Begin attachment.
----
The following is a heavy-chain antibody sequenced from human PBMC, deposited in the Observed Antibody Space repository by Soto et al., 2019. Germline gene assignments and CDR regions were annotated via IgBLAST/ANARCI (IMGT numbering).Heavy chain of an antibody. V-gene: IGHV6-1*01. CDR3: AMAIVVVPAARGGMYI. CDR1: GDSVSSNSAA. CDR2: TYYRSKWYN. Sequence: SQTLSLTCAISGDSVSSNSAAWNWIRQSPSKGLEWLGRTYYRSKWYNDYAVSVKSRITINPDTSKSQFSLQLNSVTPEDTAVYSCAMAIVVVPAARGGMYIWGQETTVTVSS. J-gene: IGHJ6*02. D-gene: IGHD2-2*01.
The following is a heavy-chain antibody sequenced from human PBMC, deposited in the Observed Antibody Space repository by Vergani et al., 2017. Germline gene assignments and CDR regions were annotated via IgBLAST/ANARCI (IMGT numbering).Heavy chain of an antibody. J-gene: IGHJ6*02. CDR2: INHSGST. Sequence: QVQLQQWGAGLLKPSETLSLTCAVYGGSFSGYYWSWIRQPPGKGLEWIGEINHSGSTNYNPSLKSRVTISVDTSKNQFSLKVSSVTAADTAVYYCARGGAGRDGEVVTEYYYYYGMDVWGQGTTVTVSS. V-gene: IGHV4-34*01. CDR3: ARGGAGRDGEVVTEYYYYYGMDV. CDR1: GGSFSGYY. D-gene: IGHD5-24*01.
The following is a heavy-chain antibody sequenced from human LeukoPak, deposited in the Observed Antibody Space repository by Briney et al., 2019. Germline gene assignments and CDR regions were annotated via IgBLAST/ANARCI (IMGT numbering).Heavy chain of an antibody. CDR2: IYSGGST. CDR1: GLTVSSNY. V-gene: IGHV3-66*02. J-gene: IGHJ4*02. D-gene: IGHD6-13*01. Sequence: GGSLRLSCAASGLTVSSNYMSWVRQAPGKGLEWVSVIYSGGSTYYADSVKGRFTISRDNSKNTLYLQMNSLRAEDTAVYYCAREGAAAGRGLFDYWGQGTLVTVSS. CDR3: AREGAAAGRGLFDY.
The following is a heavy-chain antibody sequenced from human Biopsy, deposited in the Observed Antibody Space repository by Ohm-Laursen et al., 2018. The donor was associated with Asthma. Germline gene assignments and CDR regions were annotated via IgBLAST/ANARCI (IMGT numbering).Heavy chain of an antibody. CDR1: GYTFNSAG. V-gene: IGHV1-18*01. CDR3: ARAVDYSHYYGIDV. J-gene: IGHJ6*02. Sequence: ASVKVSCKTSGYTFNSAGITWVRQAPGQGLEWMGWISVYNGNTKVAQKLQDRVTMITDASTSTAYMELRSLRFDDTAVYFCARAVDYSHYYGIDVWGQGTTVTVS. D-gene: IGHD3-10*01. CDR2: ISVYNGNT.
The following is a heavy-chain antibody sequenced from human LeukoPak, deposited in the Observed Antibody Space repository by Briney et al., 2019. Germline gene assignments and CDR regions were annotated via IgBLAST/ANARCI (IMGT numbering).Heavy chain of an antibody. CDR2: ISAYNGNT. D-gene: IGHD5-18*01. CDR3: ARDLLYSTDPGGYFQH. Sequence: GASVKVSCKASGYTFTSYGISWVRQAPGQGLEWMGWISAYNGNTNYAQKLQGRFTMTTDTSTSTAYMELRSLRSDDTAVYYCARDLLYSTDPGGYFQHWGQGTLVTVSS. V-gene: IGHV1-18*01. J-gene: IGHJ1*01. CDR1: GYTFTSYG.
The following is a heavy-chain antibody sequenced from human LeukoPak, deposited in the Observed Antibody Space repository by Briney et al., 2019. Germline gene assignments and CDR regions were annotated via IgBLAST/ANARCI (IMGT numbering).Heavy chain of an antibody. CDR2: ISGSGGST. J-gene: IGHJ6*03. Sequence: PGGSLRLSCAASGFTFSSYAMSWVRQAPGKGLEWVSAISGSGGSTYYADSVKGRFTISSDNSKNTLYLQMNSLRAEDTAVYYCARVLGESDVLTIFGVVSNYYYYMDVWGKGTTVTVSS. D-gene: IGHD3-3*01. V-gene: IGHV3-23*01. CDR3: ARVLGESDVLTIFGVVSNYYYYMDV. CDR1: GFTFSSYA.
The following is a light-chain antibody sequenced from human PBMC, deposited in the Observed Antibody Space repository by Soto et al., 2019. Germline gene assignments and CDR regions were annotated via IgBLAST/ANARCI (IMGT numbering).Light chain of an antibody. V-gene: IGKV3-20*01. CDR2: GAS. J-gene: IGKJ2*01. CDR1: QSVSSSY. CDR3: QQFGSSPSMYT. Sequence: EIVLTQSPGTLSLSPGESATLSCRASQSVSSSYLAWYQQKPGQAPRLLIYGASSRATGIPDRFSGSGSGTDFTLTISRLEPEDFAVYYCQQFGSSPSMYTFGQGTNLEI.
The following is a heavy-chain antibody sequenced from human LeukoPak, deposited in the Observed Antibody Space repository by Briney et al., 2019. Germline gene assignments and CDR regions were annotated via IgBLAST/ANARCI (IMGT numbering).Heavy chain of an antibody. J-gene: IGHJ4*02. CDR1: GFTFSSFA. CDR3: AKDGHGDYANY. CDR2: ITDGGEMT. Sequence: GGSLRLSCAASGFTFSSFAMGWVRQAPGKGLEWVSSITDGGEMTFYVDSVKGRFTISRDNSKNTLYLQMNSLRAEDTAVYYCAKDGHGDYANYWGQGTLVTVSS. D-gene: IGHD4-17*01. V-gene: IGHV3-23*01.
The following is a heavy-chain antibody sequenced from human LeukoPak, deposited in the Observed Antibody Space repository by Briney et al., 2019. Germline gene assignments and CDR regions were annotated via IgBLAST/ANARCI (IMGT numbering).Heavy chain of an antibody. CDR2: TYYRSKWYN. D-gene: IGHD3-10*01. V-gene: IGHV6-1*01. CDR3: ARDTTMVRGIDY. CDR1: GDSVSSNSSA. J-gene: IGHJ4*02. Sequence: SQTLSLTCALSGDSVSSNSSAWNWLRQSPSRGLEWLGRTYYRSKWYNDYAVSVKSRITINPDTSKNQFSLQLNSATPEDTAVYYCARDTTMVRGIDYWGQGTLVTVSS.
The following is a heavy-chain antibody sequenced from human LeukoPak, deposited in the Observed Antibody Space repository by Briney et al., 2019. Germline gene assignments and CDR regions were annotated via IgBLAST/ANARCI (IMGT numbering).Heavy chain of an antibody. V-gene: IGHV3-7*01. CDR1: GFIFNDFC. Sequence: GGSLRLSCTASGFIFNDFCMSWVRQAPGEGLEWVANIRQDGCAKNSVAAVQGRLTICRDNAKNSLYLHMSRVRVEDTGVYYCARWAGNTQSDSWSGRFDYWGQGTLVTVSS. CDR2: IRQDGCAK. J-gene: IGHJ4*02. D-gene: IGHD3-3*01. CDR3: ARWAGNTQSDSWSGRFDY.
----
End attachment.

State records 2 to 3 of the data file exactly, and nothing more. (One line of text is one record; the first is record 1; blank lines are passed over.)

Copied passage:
The following is a heavy-chain antibody sequenced from human PBMC, deposited in the Observed Antibody Space repository by Vergani et al., 2017. Germline gene assignments and CDR regions were annotated via IgBLAST/ANARCI (IMGT numbering).Heavy chain of an antibody. J-gene: IGHJ6*02. CDR2: INHSGST. Sequence: QVQLQQWGAGLLKPSETLSLTCAVYGGSFSGYYWSWIRQPPGKGLEWIGEINHSGSTNYNPSLKSRVTISVDTSKNQFSLKVSSVTAADTAVYYCARGGAGRDGEVVTEYYYYYGMDVWGQGTTVTVSS. V-gene: IGHV4-34*01. CDR3: ARGGAGRDGEVVTEYYYYYGMDV. CDR1: GGSFSGYY. D-gene: IGHD5-24*01.
The following is a heavy-chain antibody sequenced from human LeukoPak, deposited in the Observed Antibody Space repository by Briney et al., 2019. Germline gene assignments and CDR regions were annotated via IgBLAST/ANARCI (IMGT numbering).Heavy chain of an antibody. CDR2: IYSGGST. CDR1: GLTVSSNY. V-gene: IGHV3-66*02. J-gene: IGHJ4*02. D-gene: IGHD6-13*01. Sequence: GGSLRLSCAASGLTVSSNYMSWVRQAPGKGLEWVSVIYSGGSTYYADSVKGRFTISRDNSKNTLYLQMNSLRAEDTAVYYCAREGAAAGRGLFDYWGQGTLVTVSS. CDR3: AREGAAAGRGLFDY.